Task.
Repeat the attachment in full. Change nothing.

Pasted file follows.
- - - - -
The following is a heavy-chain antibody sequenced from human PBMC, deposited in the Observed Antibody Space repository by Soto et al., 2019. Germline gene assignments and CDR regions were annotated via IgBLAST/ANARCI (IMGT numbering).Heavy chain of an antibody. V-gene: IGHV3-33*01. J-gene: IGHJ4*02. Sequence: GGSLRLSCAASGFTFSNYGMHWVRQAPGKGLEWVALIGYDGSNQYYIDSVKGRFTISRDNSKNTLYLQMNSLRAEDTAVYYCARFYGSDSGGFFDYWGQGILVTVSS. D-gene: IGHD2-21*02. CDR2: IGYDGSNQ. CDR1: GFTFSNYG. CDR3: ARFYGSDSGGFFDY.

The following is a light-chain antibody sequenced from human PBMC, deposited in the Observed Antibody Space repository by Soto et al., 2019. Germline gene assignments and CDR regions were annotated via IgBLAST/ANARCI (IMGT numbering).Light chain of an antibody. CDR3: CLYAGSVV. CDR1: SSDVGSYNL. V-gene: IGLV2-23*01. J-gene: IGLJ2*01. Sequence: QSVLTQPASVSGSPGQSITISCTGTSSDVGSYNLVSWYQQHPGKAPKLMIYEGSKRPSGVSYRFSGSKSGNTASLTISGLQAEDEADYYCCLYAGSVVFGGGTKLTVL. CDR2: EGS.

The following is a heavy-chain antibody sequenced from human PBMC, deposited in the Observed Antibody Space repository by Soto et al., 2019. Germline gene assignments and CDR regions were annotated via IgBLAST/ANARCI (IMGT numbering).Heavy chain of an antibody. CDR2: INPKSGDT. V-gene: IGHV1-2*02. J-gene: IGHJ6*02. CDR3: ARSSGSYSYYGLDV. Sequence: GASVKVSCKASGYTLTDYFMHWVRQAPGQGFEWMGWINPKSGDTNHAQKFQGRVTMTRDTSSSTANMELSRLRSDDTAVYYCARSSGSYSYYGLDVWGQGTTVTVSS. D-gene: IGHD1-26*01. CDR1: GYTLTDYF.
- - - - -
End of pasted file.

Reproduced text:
The following is a heavy-chain antibody sequenced from human PBMC, deposited in the Observed Antibody Space repository by Soto et al., 2019. Germline gene assignments and CDR regions were annotated via IgBLAST/ANARCI (IMGT numbering).Heavy chain of an antibody. V-gene: IGHV3-33*01. J-gene: IGHJ4*02. Sequence: GGSLRLSCAASGFTFSNYGMHWVRQAPGKGLEWVALIGYDGSNQYYIDSVKGRFTISRDNSKNTLYLQMNSLRAEDTAVYYCARFYGSDSGGFFDYWGQGILVTVSS. D-gene: IGHD2-21*02. CDR2: IGYDGSNQ. CDR1: GFTFSNYG. CDR3: ARFYGSDSGGFFDY.

The following is a light-chain antibody sequenced from human PBMC, deposited in the Observed Antibody Space repository by Soto et al., 2019. Germline gene assignments and CDR regions were annotated via IgBLAST/ANARCI (IMGT numbering).Light chain of an antibody. CDR3: CLYAGSVV. CDR1: SSDVGSYNL. V-gene: IGLV2-23*01. J-gene: IGLJ2*01. Sequence: QSVLTQPASVSGSPGQSITISCTGTSSDVGSYNLVSWYQQHPGKAPKLMIYEGSKRPSGVSYRFSGSKSGNTASLTISGLQAEDEADYYCCLYAGSVVFGGGTKLTVL. CDR2: EGS.

The following is a heavy-chain antibody sequenced from human PBMC, deposited in the Observed Antibody Space repository by Soto et al., 2019. Germline gene assignments and CDR regions were annotated via IgBLAST/ANARCI (IMGT numbering).Heavy chain of an antibody. CDR2: INPKSGDT. V-gene: IGHV1-2*02. J-gene: IGHJ6*02. CDR3: ARSSGSYSYYGLDV. Sequence: GASVKVSCKASGYTLTDYFMHWVRQAPGQGFEWMGWINPKSGDTNHAQKFQGRVTMTRDTSSSTANMELSRLRSDDTAVYYCARSSGSYSYYGLDVWGQGTTVTVSS. D-gene: IGHD1-26*01. CDR1: GYTLTDYF.